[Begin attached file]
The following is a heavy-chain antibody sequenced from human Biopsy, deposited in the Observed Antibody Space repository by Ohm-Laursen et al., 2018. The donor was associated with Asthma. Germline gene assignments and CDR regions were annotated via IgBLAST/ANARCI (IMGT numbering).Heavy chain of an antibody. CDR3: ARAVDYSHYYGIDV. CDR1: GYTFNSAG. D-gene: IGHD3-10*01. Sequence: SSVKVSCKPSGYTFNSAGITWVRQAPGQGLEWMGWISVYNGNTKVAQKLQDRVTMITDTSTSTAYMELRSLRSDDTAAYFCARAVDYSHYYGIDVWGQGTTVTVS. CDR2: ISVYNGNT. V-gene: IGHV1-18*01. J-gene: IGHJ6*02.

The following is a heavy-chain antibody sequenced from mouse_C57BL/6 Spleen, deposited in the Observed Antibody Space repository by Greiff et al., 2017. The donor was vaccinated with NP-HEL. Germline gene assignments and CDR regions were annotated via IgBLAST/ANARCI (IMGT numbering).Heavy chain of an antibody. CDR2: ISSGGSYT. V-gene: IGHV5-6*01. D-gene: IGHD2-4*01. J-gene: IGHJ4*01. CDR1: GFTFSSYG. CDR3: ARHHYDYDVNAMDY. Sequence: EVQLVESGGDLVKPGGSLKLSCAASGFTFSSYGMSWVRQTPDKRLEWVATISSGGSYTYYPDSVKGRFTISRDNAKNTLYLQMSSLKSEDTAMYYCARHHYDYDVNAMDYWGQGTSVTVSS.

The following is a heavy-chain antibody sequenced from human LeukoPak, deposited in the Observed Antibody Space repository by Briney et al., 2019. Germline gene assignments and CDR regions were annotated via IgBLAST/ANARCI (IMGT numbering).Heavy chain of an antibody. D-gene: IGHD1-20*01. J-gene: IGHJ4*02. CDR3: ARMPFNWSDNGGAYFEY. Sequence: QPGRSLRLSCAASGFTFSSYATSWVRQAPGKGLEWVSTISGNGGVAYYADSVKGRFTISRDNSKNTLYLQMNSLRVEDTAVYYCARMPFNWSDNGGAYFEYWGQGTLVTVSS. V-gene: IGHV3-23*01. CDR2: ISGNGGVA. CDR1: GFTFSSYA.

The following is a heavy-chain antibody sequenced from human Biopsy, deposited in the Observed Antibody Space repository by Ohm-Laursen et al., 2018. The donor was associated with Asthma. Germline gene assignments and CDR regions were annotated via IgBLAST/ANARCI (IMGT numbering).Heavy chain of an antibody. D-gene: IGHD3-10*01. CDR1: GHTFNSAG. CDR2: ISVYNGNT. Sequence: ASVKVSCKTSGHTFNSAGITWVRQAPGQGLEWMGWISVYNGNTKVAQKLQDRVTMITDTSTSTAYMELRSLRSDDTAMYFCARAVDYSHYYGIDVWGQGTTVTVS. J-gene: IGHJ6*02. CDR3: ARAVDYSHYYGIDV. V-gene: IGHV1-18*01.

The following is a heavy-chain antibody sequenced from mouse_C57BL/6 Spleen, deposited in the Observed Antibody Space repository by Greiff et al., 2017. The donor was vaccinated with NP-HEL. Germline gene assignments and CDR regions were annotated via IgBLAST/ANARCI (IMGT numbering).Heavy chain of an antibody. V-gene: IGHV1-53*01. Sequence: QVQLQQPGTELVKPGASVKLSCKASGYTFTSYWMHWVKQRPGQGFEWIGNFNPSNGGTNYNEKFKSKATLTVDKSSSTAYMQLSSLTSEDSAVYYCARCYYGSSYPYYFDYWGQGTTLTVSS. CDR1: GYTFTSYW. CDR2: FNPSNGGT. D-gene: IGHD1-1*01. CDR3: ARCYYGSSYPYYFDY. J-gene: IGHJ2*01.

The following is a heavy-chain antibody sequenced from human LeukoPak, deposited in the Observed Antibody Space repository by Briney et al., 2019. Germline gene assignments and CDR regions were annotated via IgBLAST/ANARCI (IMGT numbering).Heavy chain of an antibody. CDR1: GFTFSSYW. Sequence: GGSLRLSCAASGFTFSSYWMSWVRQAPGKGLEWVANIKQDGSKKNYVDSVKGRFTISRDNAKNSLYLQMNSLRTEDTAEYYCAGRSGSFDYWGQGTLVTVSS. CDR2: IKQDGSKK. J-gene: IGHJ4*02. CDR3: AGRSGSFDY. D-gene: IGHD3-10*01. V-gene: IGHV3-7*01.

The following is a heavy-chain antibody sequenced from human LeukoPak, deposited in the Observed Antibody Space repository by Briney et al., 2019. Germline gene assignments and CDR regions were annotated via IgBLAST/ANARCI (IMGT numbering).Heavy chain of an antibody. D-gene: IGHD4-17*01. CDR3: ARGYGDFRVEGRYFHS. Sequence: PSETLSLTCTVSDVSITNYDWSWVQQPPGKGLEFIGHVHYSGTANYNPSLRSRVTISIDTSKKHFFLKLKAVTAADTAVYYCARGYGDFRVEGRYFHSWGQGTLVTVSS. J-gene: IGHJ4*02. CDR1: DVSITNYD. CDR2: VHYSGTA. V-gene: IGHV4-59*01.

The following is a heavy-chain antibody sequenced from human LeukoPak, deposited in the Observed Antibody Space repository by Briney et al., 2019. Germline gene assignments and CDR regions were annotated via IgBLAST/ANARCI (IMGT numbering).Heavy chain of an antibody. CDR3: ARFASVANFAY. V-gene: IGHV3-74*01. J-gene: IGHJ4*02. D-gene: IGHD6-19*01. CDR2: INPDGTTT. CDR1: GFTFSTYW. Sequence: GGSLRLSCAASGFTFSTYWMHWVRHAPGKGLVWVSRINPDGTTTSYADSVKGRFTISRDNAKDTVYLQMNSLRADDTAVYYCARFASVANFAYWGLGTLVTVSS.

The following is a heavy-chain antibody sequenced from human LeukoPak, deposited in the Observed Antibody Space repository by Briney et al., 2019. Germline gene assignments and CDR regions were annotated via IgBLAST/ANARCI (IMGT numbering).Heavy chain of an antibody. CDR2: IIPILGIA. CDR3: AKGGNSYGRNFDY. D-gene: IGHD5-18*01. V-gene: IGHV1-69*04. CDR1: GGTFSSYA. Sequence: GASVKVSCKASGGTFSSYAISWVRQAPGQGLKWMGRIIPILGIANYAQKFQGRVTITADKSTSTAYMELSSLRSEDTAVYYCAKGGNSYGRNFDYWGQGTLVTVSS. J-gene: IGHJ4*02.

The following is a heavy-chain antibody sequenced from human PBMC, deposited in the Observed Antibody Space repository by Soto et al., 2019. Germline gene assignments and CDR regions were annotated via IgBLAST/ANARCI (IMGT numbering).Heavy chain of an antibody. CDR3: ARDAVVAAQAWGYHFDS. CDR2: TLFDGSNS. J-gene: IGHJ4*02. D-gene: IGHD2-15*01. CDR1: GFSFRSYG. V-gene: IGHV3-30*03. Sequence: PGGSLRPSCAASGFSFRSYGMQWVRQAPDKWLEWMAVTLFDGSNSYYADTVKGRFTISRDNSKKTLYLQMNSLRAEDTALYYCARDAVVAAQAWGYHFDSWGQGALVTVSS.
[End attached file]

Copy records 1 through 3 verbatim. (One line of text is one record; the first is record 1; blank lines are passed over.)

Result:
The following is a heavy-chain antibody sequenced from human Biopsy, deposited in the Observed Antibody Space repository by Ohm-Laursen et al., 2018. The donor was associated with Asthma. Germline gene assignments and CDR regions were annotated via IgBLAST/ANARCI (IMGT numbering).Heavy chain of an antibody. CDR3: ARAVDYSHYYGIDV. CDR1: GYTFNSAG. D-gene: IGHD3-10*01. Sequence: SSVKVSCKPSGYTFNSAGITWVRQAPGQGLEWMGWISVYNGNTKVAQKLQDRVTMITDTSTSTAYMELRSLRSDDTAAYFCARAVDYSHYYGIDVWGQGTTVTVS. CDR2: ISVYNGNT. V-gene: IGHV1-18*01. J-gene: IGHJ6*02.

The following is a heavy-chain antibody sequenced from mouse_C57BL/6 Spleen, deposited in the Observed Antibody Space repository by Greiff et al., 2017. The donor was vaccinated with NP-HEL. Germline gene assignments and CDR regions were annotated via IgBLAST/ANARCI (IMGT numbering).Heavy chain of an antibody. CDR2: ISSGGSYT. V-gene: IGHV5-6*01. D-gene: IGHD2-4*01. J-gene: IGHJ4*01. CDR1: GFTFSSYG. CDR3: ARHHYDYDVNAMDY. Sequence: EVQLVESGGDLVKPGGSLKLSCAASGFTFSSYGMSWVRQTPDKRLEWVATISSGGSYTYYPDSVKGRFTISRDNAKNTLYLQMSSLKSEDTAMYYCARHHYDYDVNAMDYWGQGTSVTVSS.

The following is a heavy-chain antibody sequenced from human LeukoPak, deposited in the Observed Antibody Space repository by Briney et al., 2019. Germline gene assignments and CDR regions were annotated via IgBLAST/ANARCI (IMGT numbering).Heavy chain of an antibody. D-gene: IGHD1-20*01. J-gene: IGHJ4*02. CDR3: ARMPFNWSDNGGAYFEY. Sequence: QPGRSLRLSCAASGFTFSSYATSWVRQAPGKGLEWVSTISGNGGVAYYADSVKGRFTISRDNSKNTLYLQMNSLRVEDTAVYYCARMPFNWSDNGGAYFEYWGQGTLVTVSS. V-gene: IGHV3-23*01. CDR2: ISGNGGVA. CDR1: GFTFSSYA.